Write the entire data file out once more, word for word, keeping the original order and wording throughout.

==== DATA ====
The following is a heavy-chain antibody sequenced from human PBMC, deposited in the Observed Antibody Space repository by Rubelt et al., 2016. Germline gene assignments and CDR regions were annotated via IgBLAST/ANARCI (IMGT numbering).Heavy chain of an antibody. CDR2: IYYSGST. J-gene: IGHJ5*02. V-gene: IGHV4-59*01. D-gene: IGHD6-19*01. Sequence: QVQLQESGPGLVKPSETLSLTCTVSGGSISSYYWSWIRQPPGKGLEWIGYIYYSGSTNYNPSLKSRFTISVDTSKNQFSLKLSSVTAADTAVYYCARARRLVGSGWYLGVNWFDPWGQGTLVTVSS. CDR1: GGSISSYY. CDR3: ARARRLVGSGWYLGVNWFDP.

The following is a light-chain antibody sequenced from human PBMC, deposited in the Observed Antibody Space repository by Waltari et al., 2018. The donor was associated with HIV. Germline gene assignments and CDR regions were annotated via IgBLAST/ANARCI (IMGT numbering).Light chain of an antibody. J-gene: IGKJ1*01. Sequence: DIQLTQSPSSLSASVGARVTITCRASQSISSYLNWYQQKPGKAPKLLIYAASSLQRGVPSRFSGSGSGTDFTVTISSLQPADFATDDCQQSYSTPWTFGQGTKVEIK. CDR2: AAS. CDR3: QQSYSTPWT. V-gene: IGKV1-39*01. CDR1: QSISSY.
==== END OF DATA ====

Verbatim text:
The following is a heavy-chain antibody sequenced from human PBMC, deposited in the Observed Antibody Space repository by Rubelt et al., 2016. Germline gene assignments and CDR regions were annotated via IgBLAST/ANARCI (IMGT numbering).Heavy chain of an antibody. CDR2: IYYSGST. J-gene: IGHJ5*02. V-gene: IGHV4-59*01. D-gene: IGHD6-19*01. Sequence: QVQLQESGPGLVKPSETLSLTCTVSGGSISSYYWSWIRQPPGKGLEWIGYIYYSGSTNYNPSLKSRFTISVDTSKNQFSLKLSSVTAADTAVYYCARARRLVGSGWYLGVNWFDPWGQGTLVTVSS. CDR1: GGSISSYY. CDR3: ARARRLVGSGWYLGVNWFDP.

The following is a light-chain antibody sequenced from human PBMC, deposited in the Observed Antibody Space repository by Waltari et al., 2018. The donor was associated with HIV. Germline gene assignments and CDR regions were annotated via IgBLAST/ANARCI (IMGT numbering).Light chain of an antibody. J-gene: IGKJ1*01. Sequence: DIQLTQSPSSLSASVGARVTITCRASQSISSYLNWYQQKPGKAPKLLIYAASSLQRGVPSRFSGSGSGTDFTVTISSLQPADFATDDCQQSYSTPWTFGQGTKVEIK. CDR2: AAS. CDR3: QQSYSTPWT. V-gene: IGKV1-39*01. CDR1: QSISSY.